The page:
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Tip: Understanding Rank

PEP-Web Tip of the Day

When you do a search, you can sort the results bibliographically alphabetical or by “rank”. What is Rank?

Rank refers to the search engine’s “best guess” as to the relevance of the result to the search you specified. The exact method of ranking used varies a bit depending on the search. In its most basic level, when you specify a single search term, rank looks at the density of the matches for the word in the document, and how close to the beginning of the document they appear as a measure of importance to the paper’s topic. The documents with the most matches and where the term is deemed to have the most importance, have the highest “relevance” and are ranked first (presented first).

When you specify more than one term to appear anywhere in the article, the method is similar, but the search engine looks at how many of those terms appear, and how close together they appear, how close to the beginning of the document, and can even take into account the relative rarity of the search terms and their density in the retrieved file, where infrequent terms count more heavily than common terms.

To see a simple example of this, search for the words (not the phrase, so no quotes):

unconscious communications

Look at the density of matches in each document on the first page of the hits. Then go to the last page of matched documents, and observe the density of matches within the documents.

A more complex search illustrates this nicely with a single page and only 15 matches:

counter*tr* w/25 “liv* out” w/25 enact*

There are a lot of word forms and variants of the words (due to the * wildcards) above that can match, but the proximity (w/25) clause limits the potential for matching. What’s interesting here though is how easily you can see the match density decrease as you view down the short list.

The end result of selecting order by rank is that the search engine’s best “guess” as to which articles are more relevant appear higher on the list than less relevant articles.

For the complete list of tips, see PEP-Web Tips on the PEP-Web support page.

Gillespie, W. (1987). Melanie Klein: Her World and her Work: By Phyllis Grosskurth. London: Hodder and Stoughton. 1986. Pp. ii + 515.. Int. J. Psycho-Anal., 68:138-142.

(1987). International Journal of Psycho-Analysis, 68:138-142

Melanie Klein: Her World and her Work: By Phyllis Grosskurth. London: Hodder and Stoughton. 1986. Pp. ii + 515.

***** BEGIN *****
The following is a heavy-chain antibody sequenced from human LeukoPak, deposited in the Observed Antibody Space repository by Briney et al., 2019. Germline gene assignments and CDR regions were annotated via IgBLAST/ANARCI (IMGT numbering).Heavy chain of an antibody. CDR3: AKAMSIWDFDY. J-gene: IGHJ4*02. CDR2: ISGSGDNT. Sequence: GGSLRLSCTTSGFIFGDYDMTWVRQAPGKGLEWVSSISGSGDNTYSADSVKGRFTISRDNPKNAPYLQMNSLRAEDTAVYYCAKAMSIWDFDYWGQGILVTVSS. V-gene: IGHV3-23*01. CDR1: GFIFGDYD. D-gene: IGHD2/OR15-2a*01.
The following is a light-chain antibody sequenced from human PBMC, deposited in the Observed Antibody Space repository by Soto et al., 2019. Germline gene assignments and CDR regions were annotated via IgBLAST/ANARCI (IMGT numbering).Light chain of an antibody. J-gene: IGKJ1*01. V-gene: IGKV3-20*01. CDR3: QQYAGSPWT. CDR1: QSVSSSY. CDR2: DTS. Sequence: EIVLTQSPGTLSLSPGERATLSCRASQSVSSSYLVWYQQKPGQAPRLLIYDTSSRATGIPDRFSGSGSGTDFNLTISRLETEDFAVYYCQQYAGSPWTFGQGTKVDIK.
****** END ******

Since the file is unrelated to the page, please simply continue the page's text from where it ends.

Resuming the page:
Review by:
William Gillespie

Anyone familiar with the work of Professor Phyllis Grosskurth will not be surprised to find that her full-length biography of Melanie Klein makes fascinating reading. Apart from her excellent and lucid style of writing there are other reasons for this. Her research has been extremely thorough, based as it is not only on published works and minutes but also on a vast number of letters to which she has been allowed generous access, as well as on many personal interviews. The one area where her researches have been thwarted is that of the Freud Archives, to which access is denied until 2000 A.D. That date is no longer so remote as it once seemed, and it may be hoped that Professor Grosskurth will bring out a revised edition when the material of the Archives becomes available.

Above all, however, it is the subject matter that makes the book of immense interest, both to those who witnessed some of the events recorded and to other readers, for the theme, as described in the subtitle, is the world and the work of Melanie Klein. This book, as well as being the history of Melanie Klein, is also a history of psychoanalysis from the time of her entry in 1914 until her death in 1960, and more particularly a history of the British Psycho-Analytical Society.

Professor Grosskurth ends her short foreword with this paragraph:

Few professional women have been subjected to as much distilled malice and rumour accepted as fact as Klein endured both during her lifetime and since her death. I hope that I have in some measure presented a more balanced evaluation.

[This is a summary or excerpt from the full text of the book or article. The full text of the document is available to subscribers.]

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